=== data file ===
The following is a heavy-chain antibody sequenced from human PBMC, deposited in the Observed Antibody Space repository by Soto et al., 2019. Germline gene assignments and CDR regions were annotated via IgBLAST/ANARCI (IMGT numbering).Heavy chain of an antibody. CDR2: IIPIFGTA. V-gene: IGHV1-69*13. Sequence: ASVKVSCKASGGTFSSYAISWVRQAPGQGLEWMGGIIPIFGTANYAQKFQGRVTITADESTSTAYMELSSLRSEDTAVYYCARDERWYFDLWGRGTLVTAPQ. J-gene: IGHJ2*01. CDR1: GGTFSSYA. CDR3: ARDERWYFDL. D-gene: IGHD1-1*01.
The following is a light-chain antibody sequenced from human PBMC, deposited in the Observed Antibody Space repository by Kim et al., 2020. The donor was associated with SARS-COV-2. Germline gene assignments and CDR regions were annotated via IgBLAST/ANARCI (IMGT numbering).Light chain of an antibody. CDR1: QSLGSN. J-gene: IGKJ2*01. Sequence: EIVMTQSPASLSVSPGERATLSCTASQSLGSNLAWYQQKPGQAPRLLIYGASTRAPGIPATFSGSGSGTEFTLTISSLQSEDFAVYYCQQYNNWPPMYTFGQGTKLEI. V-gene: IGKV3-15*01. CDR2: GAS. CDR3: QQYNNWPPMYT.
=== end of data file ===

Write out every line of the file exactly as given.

The following is a heavy-chain antibody sequenced from human PBMC, deposited in the Observed Antibody Space repository by Soto et al., 2019. Germline gene assignments and CDR regions were annotated via IgBLAST/ANARCI (IMGT numbering).Heavy chain of an antibody. CDR2: IIPIFGTA. V-gene: IGHV1-69*13. Sequence: ASVKVSCKASGGTFSSYAISWVRQAPGQGLEWMGGIIPIFGTANYAQKFQGRVTITADESTSTAYMELSSLRSEDTAVYYCARDERWYFDLWGRGTLVTAPQ. J-gene: IGHJ2*01. CDR1: GGTFSSYA. CDR3: ARDERWYFDL. D-gene: IGHD1-1*01.
The following is a light-chain antibody sequenced from human PBMC, deposited in the Observed Antibody Space repository by Kim et al., 2020. The donor was associated with SARS-COV-2. Germline gene assignments and CDR regions were annotated via IgBLAST/ANARCI (IMGT numbering).Light chain of an antibody. CDR1: QSLGSN. J-gene: IGKJ2*01. Sequence: EIVMTQSPASLSVSPGERATLSCTASQSLGSNLAWYQQKPGQAPRLLIYGASTRAPGIPATFSGSGSGTEFTLTISSLQSEDFAVYYCQQYNNWPPMYTFGQGTKLEI. V-gene: IGKV3-15*01. CDR2: GAS. CDR3: QQYNNWPPMYT.